If you are inserting a lot of rows in a big table one by one then it will take long time to do so given that the table has a number of indexes.
Try to rewrite the code so that you can do bulk insert. That will be faster.
For example, if you are inserting 2, 000 rows in a heavily indexed table, it might take 20 mins. If you can change the logic and get it done in a single bulk insert you can do it in say, 5 seconds.
If you cannot do so, then create a temp table equivalent to the one where the data should have been inserted. Once all the data are inserted into the temp table one by one, at the end at one go you can move them to the original table. You might need to use transaction and put in some more logic depending on the situations.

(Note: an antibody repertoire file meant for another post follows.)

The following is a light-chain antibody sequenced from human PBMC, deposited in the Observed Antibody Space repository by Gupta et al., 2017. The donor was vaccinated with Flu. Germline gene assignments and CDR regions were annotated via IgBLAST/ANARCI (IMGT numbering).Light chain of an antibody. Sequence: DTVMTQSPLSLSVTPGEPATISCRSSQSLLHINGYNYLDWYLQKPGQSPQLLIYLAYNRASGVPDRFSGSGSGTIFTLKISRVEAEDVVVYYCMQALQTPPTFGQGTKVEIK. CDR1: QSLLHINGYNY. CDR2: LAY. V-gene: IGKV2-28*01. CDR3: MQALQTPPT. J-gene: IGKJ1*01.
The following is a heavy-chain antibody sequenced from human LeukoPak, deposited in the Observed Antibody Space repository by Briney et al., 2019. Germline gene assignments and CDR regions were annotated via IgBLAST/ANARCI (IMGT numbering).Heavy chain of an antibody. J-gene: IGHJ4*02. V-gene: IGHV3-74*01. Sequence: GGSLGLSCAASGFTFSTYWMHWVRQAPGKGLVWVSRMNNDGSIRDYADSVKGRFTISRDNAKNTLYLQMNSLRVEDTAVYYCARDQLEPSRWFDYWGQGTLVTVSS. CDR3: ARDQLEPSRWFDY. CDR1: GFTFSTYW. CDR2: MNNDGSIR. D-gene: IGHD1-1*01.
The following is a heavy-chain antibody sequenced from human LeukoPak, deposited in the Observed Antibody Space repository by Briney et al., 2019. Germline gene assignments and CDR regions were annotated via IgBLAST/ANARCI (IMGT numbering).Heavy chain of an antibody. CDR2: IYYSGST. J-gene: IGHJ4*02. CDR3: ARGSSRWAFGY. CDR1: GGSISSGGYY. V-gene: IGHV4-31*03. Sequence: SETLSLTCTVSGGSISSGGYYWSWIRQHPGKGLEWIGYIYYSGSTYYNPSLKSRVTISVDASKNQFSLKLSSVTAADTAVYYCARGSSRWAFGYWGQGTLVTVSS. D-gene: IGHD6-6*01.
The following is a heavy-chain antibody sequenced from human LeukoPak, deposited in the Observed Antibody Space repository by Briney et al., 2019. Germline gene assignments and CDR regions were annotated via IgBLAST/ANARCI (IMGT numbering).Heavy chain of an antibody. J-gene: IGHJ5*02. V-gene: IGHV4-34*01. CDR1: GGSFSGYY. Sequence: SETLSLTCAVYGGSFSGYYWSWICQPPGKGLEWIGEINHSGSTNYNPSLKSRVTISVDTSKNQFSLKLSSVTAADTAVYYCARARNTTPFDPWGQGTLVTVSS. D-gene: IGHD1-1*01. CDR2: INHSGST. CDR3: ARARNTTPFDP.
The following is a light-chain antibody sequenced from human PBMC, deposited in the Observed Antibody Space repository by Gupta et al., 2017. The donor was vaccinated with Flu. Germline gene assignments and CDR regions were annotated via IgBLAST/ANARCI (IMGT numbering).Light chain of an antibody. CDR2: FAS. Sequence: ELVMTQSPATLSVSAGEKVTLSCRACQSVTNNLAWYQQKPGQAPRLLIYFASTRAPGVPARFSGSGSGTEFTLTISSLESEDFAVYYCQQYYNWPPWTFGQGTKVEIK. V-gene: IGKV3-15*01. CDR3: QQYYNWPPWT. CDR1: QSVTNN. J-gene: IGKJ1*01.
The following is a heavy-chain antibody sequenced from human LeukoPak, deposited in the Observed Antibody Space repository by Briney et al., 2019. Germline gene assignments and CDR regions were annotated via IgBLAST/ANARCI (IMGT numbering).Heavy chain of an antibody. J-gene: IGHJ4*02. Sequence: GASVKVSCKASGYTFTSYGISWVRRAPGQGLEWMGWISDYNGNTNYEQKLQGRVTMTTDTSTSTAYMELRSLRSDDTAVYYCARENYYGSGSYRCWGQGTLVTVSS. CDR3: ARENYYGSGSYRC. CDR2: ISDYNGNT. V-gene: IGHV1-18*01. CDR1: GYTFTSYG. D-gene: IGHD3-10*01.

Another thing that you can do along with the above or alone is temporary disable the (non-clustered) indexes.
When you insert rows in a table, it is not only the data that MS SQL Server writes to disk but also the indexes on the table. The latter can take up a lot of time. So disable the indexes before you start inserting any data and rebuild it at the end of all insertions. That way you create the indexes at one go.
ALTER INDEX [Index_Name] ON Table DISABLE
ALTER INDEX [Index_Name] ON Table REBUILD